A Goldie painting never before sold at auction fetched nearly $733,000 at the Auckland International Art Centre's Important, Early and Rare auction last night.
Director Richard Thomson said Charles Frederick Goldie's Kawhena, painted in 1892, was the artist's first portrait of a Maori kaumatua.
Goldie, who died in 1947, is one of New Zealand's most recognised and sought-after artists.
Kawhena, also known as Johnny Coffin, was a "national treasure" and was considered one of Goldie's finest works of art, Mr Thomson said.
"People never tire of Goldie."
The final price of $732,800, paid by a private buyer, made it the most expensive painting sold at a New Zealand auction. The previous record was held by Colin McCahon's Let be, let be, which sold for $704,000 in 1995.
A 1911 Goldie painting, Te Aitu Te Irikau, failed to sell and was under negotiation last night. Mr Thomson said there was interest, and a price of about $160,000 was possible.
Te Aitu Te Irikau was the first of several Goldie painted of the Arawa chieftainess. It was in an original Goldie frame and has been in a private collection in Hawkes Bay since the 1930s.
"The two Goldies are exceptional examples of Goldie's ability to show the detail of Maori culture in the moko and weaving," he said. "He also captures the soul of his subjects.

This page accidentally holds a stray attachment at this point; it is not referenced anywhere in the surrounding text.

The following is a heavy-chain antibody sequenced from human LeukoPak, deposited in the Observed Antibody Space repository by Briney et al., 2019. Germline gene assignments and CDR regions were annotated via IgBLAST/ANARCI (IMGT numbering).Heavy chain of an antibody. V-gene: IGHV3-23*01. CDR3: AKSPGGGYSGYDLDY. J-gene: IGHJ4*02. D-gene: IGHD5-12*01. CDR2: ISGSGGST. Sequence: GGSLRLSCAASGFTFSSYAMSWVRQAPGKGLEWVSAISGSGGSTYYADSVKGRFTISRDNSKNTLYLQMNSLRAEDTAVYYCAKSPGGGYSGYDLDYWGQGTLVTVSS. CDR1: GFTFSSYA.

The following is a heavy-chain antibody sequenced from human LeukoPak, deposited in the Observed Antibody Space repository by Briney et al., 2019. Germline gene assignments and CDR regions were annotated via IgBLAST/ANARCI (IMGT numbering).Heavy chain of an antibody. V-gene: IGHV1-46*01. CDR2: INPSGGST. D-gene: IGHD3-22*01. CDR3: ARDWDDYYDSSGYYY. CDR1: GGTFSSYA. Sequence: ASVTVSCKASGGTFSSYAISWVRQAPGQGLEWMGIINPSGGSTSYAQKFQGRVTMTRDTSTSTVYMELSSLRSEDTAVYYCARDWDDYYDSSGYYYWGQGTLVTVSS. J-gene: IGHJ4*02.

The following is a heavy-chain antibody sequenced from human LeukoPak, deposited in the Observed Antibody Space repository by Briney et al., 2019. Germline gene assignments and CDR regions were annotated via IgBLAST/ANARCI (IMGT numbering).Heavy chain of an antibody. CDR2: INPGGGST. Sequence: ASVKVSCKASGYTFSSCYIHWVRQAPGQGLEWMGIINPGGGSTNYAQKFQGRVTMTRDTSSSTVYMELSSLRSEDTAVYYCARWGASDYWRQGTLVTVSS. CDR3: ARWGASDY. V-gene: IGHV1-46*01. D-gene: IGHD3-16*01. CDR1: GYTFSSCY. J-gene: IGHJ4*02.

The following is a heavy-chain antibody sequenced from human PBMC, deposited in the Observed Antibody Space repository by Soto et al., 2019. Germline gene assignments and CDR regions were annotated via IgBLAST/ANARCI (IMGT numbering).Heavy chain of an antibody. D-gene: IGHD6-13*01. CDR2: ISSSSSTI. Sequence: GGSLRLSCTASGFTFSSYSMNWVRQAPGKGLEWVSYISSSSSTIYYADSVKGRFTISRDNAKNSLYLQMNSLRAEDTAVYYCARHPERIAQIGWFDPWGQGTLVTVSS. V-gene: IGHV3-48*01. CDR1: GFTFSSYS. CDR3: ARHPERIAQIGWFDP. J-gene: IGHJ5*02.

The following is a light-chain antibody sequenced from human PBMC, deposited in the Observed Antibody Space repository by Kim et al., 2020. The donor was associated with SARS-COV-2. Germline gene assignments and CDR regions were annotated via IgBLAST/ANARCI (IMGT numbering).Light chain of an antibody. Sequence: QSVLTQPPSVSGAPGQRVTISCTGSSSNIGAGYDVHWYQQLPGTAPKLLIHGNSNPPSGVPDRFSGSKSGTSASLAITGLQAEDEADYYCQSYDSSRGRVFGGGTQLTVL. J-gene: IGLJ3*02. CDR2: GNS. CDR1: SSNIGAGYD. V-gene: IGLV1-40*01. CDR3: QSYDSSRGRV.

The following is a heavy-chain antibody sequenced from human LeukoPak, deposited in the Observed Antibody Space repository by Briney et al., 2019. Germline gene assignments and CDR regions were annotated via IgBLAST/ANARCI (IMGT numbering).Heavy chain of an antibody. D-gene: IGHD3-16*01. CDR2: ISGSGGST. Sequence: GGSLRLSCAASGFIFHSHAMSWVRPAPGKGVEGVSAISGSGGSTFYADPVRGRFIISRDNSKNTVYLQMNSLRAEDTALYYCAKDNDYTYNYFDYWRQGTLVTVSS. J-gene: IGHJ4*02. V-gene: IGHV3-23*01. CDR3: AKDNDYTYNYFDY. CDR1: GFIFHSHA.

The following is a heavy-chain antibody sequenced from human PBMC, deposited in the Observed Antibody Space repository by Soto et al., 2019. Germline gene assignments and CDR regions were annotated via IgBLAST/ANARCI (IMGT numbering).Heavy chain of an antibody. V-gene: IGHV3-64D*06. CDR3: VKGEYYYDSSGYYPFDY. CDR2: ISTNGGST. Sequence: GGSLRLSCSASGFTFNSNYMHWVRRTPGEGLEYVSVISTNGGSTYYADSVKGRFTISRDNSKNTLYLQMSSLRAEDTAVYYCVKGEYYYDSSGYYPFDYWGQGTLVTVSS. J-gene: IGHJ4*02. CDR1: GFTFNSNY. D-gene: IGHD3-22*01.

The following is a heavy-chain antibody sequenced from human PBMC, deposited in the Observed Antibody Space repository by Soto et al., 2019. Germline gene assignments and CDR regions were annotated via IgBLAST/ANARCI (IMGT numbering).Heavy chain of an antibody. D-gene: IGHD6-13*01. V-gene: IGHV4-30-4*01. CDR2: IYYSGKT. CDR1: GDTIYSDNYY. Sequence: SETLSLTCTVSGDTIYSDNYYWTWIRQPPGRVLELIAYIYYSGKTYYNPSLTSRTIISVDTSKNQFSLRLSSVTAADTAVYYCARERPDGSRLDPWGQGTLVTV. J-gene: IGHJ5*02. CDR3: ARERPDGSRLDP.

"The mood he portrays in the eyes of Kawhena is quite compelling and with Te Aitu Te Irikau, it is very easy to imagine her as a woman of great reverence and mana but also as a person with a very close understanding and affinity with her people."
The previous auction record for a Goldie painting was Forty Winks, which opera singer Dame Kiri Te Kanawa sold in 2010 for $573,000.
The Goldies were auctioned alongside a rare collection of samples from the long-lost Pink and White Terraces. But the 35 pieces of fossilised flora and silica sinter attracted only one bid and were passed in at $10,000. The seller wanted about $15,000.
They came from the private collection of James Stewart, a civil engineer who was thought to have collected the samples shortly before they were destroyed.
The terraces, described as the "eighth wonder of the world", were on the edge of Lake Rotomahana near Rotorua. They disappeared in 1886 when Mt Tarawera erupted, killing 120 people, burying a village and causing widespread damage.
- additional reporting Ben Irwin